An error-correcting code (ECC) or forward error correction (FEC) code is a system of adding redundant data, or parity data, to a message, such that it can be recovered by a receiver even when a number of errors (up to the capability of the code being used) were introduced, either during the process of transmission, or on storage. Since the receiver does not have to ask the sender for retransmission of the data, a back-channel is not required in forward error correction, and it is therefore suitable for simplex communication such as broadcasting. Error-correcting codes are frequently used in lower-layer communication, as well as for reliable storage in media such as CDs, DVDs, hard disks, and RAM.
- Convolutional codes are processed on a bit-by-bit basis. They are particularly suitable for implementation in hardware, and the Viterbi decoder allows optimal decoding.
- Block codes are processed on a block-by-block basis. Early examples of block codes are repetition codes, Hamming codes and multidimensional parity-check codes. They were followed by a number of efficient codes, Reed-Solomon codes being the most notable due to their current widespread use. Turbo codes and low-density parity-check codes (LDPC) are relatively new constructions that can provide almost optimal efficiency.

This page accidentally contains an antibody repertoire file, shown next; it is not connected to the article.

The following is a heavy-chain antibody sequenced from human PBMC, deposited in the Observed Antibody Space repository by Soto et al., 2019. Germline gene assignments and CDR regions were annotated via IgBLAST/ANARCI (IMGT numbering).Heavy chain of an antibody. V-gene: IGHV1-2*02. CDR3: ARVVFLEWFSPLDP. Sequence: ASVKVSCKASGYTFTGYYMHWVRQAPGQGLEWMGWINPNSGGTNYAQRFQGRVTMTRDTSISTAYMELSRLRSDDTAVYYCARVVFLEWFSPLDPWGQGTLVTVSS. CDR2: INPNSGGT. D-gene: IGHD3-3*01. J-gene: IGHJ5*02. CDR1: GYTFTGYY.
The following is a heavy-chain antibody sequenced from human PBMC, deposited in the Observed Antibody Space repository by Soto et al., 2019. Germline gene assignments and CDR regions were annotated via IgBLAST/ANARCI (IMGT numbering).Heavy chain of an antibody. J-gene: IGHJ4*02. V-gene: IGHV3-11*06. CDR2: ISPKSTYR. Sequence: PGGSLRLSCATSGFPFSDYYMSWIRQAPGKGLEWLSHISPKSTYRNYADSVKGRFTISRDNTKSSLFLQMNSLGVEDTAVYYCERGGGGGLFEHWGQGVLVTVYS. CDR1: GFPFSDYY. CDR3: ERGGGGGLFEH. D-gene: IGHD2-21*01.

Shannon's theorem is an important theorem in forward error correction, and describes the maximum information rate at which reliable communication is possible over a channel that has a certain error probability or signal-to-noise ratio (SNR). This strict upper limit is expressed in terms of the channel capacity. More specifically, the theorem says that there exist codes such that with increasing encoding length the probability of error on a discrete memoryless channel can be made arbitrarily small, provided that the code rate is smaller than the channel capacity. The code rate is defined as the fraction k/n of k source symbols and n encoded symbols.
The actual maximum code rate allowed depends on the error-correcting code used, and may be lower. This is because Shannon's proof was only of existential nature, and did not show how to construct codes which are both optimal and have efficient encoding and decoding algorithms.